Opinion

Michael A. Cohen

Donald Trump undermines the legitimacy of our democracy

Donald Trump during the final presidential debate at the University of Las Vegas  Oct. 19.
SAUL LOEB/AFP/Getty Images
Donald Trump during the final presidential debate at the University of Las Vegas Oct. 19.

Over the past 16 months, Donald Trump has offered the American people one reason after another why he should never be elected president of the United States. Wednesday night, at the third and final presidential debate, he did the seemingly impossible — he topped them all and said something that, by itself, literally disqualifies him from the presidency.

When asked by moderator Chris Wallace whether he would accept the results of the election — a pro forma exercise for pretty much every person who has ever sought the White House — Trump refused. “I will look at it at the time … I will keep you in suspense,” Trump said, as if a presidential election is the commercial break before the announcement of the winner on “Celebrity Apprentice.”

Hillary Clinton offered the only appropriate response to this extraordinary and unimaginable moment, “horrifying.”

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Make no mistake; this is Trump’s lowest point (and that is saying something). This is rock bottom. This is a major party nominee actively and seemingly proudly rejecting the will of the people. His words not only throw into doubt the legitimacy of the election; they undermine the legitimacy of American democracy itself.

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Quite simply, representative democracy cannot survive if voters do not have confidence that their vote matters, but also that their vote will actually be counted. The very success and endurance of our democratic system, which is the oldest in the world, relies on the peaceful transfer of power from one president to another and on political leaders accepting the results of an election, even if things don’t go their way. When those elements are in doubt, it’s a recipe for potential violence, but also for eroding the civic belief that the ballot box offers the opportunity for Americans to hold their leaders accountable and affect political change.

If voters become convinced that elections are rigged — why vote? Why abide by laws passed by corrupt officials? Why not take up arms against unelected presidents who have stolen elections? Trump’s rhetoric leads to more deep, dark, terrifying rabbit holes than I can possibly imagine. If both sides aren’t willing to accept the outcomes of an election, what’s the whole point of holding a vote in the first place? In essence, Trump is saying that unless he emerges victorious on November 8, he’ll burn the whole political system to the ground. It’s yet another reminder of the clear and present danger to democracy that Trump represents.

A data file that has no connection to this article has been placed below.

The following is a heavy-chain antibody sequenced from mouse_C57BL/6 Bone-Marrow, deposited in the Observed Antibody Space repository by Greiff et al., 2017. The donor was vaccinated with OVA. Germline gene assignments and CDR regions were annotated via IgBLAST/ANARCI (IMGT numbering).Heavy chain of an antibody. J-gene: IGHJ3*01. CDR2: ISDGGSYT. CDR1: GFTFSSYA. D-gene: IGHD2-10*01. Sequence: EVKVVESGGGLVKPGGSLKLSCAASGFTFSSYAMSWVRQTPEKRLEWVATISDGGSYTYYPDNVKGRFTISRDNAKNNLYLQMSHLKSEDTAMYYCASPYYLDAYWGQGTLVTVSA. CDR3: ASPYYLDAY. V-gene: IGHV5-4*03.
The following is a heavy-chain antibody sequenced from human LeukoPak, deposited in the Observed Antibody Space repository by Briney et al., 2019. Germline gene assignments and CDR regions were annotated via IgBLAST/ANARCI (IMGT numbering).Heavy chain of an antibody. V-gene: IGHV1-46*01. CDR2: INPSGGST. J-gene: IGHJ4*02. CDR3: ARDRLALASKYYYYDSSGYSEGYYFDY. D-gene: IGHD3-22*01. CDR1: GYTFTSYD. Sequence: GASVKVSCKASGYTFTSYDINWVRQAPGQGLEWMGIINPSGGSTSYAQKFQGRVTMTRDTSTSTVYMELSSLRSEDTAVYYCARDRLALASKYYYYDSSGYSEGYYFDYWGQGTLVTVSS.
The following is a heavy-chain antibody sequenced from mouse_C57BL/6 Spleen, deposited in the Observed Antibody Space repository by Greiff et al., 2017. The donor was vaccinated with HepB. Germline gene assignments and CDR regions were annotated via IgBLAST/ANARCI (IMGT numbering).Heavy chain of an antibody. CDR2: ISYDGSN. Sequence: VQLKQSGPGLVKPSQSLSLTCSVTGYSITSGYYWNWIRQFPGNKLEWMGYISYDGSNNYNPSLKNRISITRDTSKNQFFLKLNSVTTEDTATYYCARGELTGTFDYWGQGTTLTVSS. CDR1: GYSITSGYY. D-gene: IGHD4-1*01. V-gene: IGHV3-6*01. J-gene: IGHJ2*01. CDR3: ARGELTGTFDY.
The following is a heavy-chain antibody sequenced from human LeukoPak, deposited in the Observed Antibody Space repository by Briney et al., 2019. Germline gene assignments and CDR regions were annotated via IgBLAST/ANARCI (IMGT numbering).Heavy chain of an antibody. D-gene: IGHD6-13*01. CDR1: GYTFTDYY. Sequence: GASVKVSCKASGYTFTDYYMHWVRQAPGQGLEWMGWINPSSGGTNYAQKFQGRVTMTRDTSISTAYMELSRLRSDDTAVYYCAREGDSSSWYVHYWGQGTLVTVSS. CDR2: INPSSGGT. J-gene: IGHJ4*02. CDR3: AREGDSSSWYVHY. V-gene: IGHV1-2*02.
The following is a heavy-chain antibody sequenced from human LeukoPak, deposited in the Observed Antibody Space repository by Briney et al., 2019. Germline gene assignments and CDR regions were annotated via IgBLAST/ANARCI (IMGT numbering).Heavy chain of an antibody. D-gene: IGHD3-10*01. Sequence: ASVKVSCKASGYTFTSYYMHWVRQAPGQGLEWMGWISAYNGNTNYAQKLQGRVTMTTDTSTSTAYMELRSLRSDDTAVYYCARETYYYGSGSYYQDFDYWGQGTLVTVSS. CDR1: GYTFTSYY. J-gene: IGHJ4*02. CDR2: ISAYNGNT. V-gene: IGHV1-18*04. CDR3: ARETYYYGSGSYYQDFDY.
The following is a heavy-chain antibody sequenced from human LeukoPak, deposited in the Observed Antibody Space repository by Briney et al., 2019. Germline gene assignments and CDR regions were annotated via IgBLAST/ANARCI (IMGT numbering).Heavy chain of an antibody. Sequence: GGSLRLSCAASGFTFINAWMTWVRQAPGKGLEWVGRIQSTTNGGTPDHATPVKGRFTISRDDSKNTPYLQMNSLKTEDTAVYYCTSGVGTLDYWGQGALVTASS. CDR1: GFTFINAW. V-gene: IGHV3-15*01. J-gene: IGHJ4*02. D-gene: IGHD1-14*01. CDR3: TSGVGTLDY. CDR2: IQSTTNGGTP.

While it’s essential to focus on Trump’s dangerous rhetoric, it would be unfortunate if Trump’s behavior once again overshadowed his opponent, Hillary Clinton.

There’s a lot that can be said about her performance last night. She was her usual wonky, well-prepared self — with well-rehearsed and concise two-minute answers to every question thrown her way.

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She offered a full-throated defense of abortion rights and a woman’s right to make her own health care choices. She attacked Trump’s deportation plan for undocumented immigrants on humanitarian grounds, by talking about the human toll that such a proposal would mean for millions of people. She unabashedly defended her 30 years in public life. And she took him to task for his hateful comments about women, “Donald thinks belittling women makes him bigger,” she said in one of her more effective moments. “He goes after their dignity, their self-worth; there’s not a woman anywhere who doesn’t know what that feels like.”

She also confronted Trump aggressively. She mocked him; she condescended to him; she hit him in all the ways that she and her advisers knew would elicit an aggrieved response — on his temperament, his finances, and his thin skin. And of course Trump took the bait — repeatedly.

But perhaps the most telling moment came near the end of the debate when Clinton suggested in an an answer on Social Security that if she succeeded in her plan to raise the contribution level for wealthy American, Trump would “figure out to get out of it.” A clearly annoyed Trump interrupted and called her “such a nasty woman.” It was an unprovoked attack that laid bare his fundamental disrespect not just for Clinton, but also seemingly for any woman who dares to question him.

And yet as millions of Americans gasped in shock, Clinton just kept on going — unrattled and unfazed by Trump’s childish antics. If not for Trump’s stunning repudiation of a basic democratic norm it would have been the signature exchange of the debate. As Trump wallows in his bitterness and his hurt feelings; as he lashes out at anyone who he believes disrespects him; as he struggles to keep his temper under control, Clinton just stays on course with her eye on a much bigger prize.

Wednesday night in Las Vegas she made sure that when that journey ends in 19 days — with or without Trump’s election night concession — she’ll end up being elected president of the United States.

Michael A. Cohen’s column appears regularly in the Globe. Follow him on Twitter @speechboy71.